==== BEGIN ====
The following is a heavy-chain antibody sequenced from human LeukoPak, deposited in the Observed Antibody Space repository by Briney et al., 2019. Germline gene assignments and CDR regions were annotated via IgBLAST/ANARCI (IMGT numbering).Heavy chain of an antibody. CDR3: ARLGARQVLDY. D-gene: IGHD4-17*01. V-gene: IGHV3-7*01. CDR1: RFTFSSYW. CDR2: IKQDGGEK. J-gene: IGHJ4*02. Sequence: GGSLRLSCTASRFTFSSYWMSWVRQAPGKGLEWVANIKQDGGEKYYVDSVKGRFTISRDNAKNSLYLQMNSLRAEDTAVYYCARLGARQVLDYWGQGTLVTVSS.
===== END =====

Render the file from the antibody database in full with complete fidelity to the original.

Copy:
The following is a heavy-chain antibody sequenced from human LeukoPak, deposited in the Observed Antibody Space repository by Briney et al., 2019. Germline gene assignments and CDR regions were annotated via IgBLAST/ANARCI (IMGT numbering).Heavy chain of an antibody. CDR3: ARLGARQVLDY. D-gene: IGHD4-17*01. V-gene: IGHV3-7*01. CDR1: RFTFSSYW. CDR2: IKQDGGEK. J-gene: IGHJ4*02. Sequence: GGSLRLSCTASRFTFSSYWMSWVRQAPGKGLEWVANIKQDGGEKYYVDSVKGRFTISRDNAKNSLYLQMNSLRAEDTAVYYCARLGARQVLDYWGQGTLVTVSS.